Minimalist music open to transcendence, music therapy, depression and music

Arvo Pärt and rebirth of the spirit

Music is the most immaterial of the arts. For a long time, it was not even written down. It seems to disappear with the last echo of the final note. Is that not a reflection of our life?

Music easily touches the spirit and responds to or queries our inner world. If we let it act, at times it fills us with peace, at other times with sadness, anxiety, or burning euphoria. It enters and leaves the heart forcefully. It accompanies sad moments and joys, solemn, tragic or comic events, even transgressions.

Spanish Version

I recently became acquainted with the work of Arvo Pärt (1935), for whom we offer some selected pieces, such as his Salve Regina (2001). This great Estonian composer has created a musical language of his own. One of his key concepts is “tintinnabuli” – a fluctuation of notes that imitates the sound of bells. This is how he himself defines it:

Tintinnabulation is an area I sometimes delve into when I'm searching for answers - in my life, my music, my work. In my dark hours, I have the sure feeling that everything outside of this has no meaning. The complex and multifaceted only confuses me, and I have to search for unity. What is this and how can I get to it? Traces of this perfection appear in many forms - and everything unimportant fades away. Tintinnabulation is something like this... The three notes of a triad are like bells. And that's why I call it tintinnabulation.

The harmonic compass of the notes easily tunes in to our being. As an example, one can listen to Spiegel im Spiegel (Mirror in a mirror; 1978), whose melody dances within a scale from a high note to its opposite. That pendular form also reminds us that our life is fluctuating, that our emotions are fleeting, and perhaps that there is something more than this everyday life.

Overcoming depression with the music of Arvo Pärt

"I could compare my music to white light, which contains all colours," Pärt tells us. "Only a prism can make them appear. This prism could be the spirit of the listener." Neither excess nor the simple are his. He is characterized by minimalism and is capable, for example, of composing a lullaby with only two words: Kuss-Kuss Kallike – “Sleep, dear” (Estonian).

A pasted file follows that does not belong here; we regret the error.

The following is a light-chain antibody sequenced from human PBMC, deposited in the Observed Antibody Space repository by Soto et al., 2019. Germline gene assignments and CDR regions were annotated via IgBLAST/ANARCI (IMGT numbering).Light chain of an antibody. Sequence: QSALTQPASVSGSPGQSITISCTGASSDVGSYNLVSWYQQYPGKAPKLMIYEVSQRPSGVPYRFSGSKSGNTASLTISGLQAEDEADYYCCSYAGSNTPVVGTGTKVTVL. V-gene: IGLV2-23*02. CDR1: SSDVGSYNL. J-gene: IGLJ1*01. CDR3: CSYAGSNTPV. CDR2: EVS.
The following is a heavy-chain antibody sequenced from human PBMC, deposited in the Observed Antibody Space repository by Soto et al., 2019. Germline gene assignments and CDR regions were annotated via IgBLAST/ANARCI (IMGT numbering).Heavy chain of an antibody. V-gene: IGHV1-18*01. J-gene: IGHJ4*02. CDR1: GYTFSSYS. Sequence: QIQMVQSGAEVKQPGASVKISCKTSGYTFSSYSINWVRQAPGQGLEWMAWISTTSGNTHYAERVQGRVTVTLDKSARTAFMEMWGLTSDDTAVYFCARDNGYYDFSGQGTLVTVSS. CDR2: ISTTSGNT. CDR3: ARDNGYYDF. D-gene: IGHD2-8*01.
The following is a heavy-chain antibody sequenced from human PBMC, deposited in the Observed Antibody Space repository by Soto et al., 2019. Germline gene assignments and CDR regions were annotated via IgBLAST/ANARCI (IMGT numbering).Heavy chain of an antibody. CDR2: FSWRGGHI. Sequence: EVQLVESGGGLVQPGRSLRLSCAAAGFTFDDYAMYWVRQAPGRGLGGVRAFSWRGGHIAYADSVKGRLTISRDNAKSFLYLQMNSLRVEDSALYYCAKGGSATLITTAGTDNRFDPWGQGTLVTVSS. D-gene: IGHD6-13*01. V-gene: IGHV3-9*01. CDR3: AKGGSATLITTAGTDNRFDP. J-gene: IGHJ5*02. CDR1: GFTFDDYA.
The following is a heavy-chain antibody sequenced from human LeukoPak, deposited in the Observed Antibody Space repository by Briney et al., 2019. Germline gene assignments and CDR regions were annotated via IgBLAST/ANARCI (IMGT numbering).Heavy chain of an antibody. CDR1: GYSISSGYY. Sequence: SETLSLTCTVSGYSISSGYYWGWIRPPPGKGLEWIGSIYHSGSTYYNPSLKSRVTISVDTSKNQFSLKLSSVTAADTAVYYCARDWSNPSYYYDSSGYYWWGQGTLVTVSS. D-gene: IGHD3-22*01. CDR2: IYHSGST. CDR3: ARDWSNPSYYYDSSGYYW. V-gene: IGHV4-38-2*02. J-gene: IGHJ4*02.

After listening to Pärt, I was not surprised by the testimony of a person who told of how his music had greatly relieved her depression. There is a vibration of eternity whenever a piece by this author is performed.

Music therapy is known to achieve some positive results in psychic illnesses, reducing stress and stimulating specific brain areas. But Pärt's works respond to the greatest longing of the spirit: the need to be affirmed in my own value, in what I am capable of, in being loved for what I myself am.

Minimalist music that enlarges the soul

Arvo Pärt testifies that life is worth living, because there is a creator God who cares for man and sent his son Jesus Christ to lift us up from our limitations and miseries. Pärt is someone who knows how to recognize his nothingness before the creator, who wishes to be humble; he always made this clear.

In his scores there is nothing superfluous. Every note, every chord, is thought out. But neither are there loose or meaningless chords. The harmony is full, as the love of God is full. Here is perhaps its highest value: it makes us feel that we can, that there is a meaning to everything, that we are not alone or isolated even if we feel that way and despair drowns us at times. Emotions take their place in prayer.

Listening to Pärt, I was reminded of St Josemaría, a contemporary saint who encouraged modern apostles when he said that their footsteps resound in heaven like silver bells.

I said at the beginning that music ends after the last echo. In reality, that is not so. Music continues to resonate in our spirit if we have been able to truly experience it. That is why it can transform us.

And music is part of what is good to say or not to say in depression, which we saw in another article.

I invite you to listen to these bells in some of Arvo Pärt's creations.

Wenceslao Vial

Salve Regina by Arvo Pärt:

Spiegel im Spiegel by Arvo Pärt

Kuss-Kuss, Kallike by Arvo Pärt

Excerpt from Arvo Pärt's speech at St. Vladimir's Orthodox Theological Seminary, May 31, 2014.